[Python-ideas] Exposing CPython's subinterpreter C-API in the stdlib.
njs at pobox.com
Fri May 26 03:04:41 EDT 2017
On Thu, May 25, 2017 at 12:01 PM, Eric Snow <ericsnowcurrently at gmail.com> wrote:
> More significantly, I genuinely believe that isolated
> interpreters in the same process is a tool that many people will find
> extremely useful and will help the Python community. Consequently,
> exposing subinterpreters in the stdlib would result in a stronger
> incentive for folks to fix the known bugs and find a solution to the
> challenges for extension modules.
I feel like the most effective incentive would be to demonstrate how
useful they are first? If we do it in the other order, then there's a
risk that cpython does provide an incentive, but it's of the form
"this thing doesn't actually accomplish anything useful yet, but it
got mentioned in whats-new-in-3.7 and now angry people are yelling at
me in my bug tracker for not 'fixing' my package, so I have to do a
bunch of pointless work to shut them up". This tends to leave bad
feelings all around.
I do get that this is a tricky chicken-and-egg situation: currently
subinterpreters don't work very well, so no-one writes cool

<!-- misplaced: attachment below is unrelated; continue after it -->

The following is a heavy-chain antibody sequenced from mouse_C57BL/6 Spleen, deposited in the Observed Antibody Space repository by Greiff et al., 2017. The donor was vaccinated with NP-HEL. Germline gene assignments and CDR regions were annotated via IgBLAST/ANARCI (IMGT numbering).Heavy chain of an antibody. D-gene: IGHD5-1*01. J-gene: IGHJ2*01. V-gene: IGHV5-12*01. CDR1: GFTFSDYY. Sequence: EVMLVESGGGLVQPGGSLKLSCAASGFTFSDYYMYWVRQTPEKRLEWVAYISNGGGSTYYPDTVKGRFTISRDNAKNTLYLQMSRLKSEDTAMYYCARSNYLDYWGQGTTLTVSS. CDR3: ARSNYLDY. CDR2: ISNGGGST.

applications using them, so no-one bothers to make them work better.
And I share the general intuition that this is a powerful tool that
probably has some kind of useful applications. But I can't immediately
name any such applications, which makes me nervous :-). The obvious
application is your multi-core Python idea, and I think that would
convince a lot of people; in general I'm enthusiastic about the idea
of extending Python's semantics to enable better parallelism. But I
just re-read your blog post and some of the linked thread, and it's
not at all clear to me how you plan to solve the refcounting and
garbage collection problems that will arise once you have objects that
are shared between multiple subinterpreters and no GIL. Which makes it
hard for me to make a case to the other numpy devs that it's worth
spending energy on this now, to support a feature that might or might
not happen in the future, especially if angry shouty people start
joining the conversation.
Does that make sense? I want the project to succeed, and if one of the
conditions for that is getting buy-in from the community of C
extension developers then it seems important to have a good plan for
navigating the incentives tightrope.
Nathaniel J. Smith -- https://vorpus.org
More information about the Python-ideas